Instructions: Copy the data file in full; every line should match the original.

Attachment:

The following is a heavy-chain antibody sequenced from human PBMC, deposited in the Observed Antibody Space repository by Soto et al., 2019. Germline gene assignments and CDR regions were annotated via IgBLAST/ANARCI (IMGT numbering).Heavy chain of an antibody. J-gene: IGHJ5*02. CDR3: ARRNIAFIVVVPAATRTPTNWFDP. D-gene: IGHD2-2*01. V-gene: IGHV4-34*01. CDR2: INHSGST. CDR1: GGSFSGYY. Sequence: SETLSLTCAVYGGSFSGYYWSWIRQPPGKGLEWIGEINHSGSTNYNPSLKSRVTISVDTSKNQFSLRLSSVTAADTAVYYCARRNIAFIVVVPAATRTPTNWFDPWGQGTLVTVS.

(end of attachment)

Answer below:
The following is a heavy-chain antibody sequenced from human PBMC, deposited in the Observed Antibody Space repository by Soto et al., 2019. Germline gene assignments and CDR regions were annotated via IgBLAST/ANARCI (IMGT numbering).Heavy chain of an antibody. J-gene: IGHJ5*02. CDR3: ARRNIAFIVVVPAATRTPTNWFDP. D-gene: IGHD2-2*01. V-gene: IGHV4-34*01. CDR2: INHSGST. CDR1: GGSFSGYY. Sequence: SETLSLTCAVYGGSFSGYYWSWIRQPPGKGLEWIGEINHSGSTNYNPSLKSRVTISVDTSKNQFSLRLSSVTAADTAVYYCARRNIAFIVVVPAATRTPTNWFDPWGQGTLVTVS.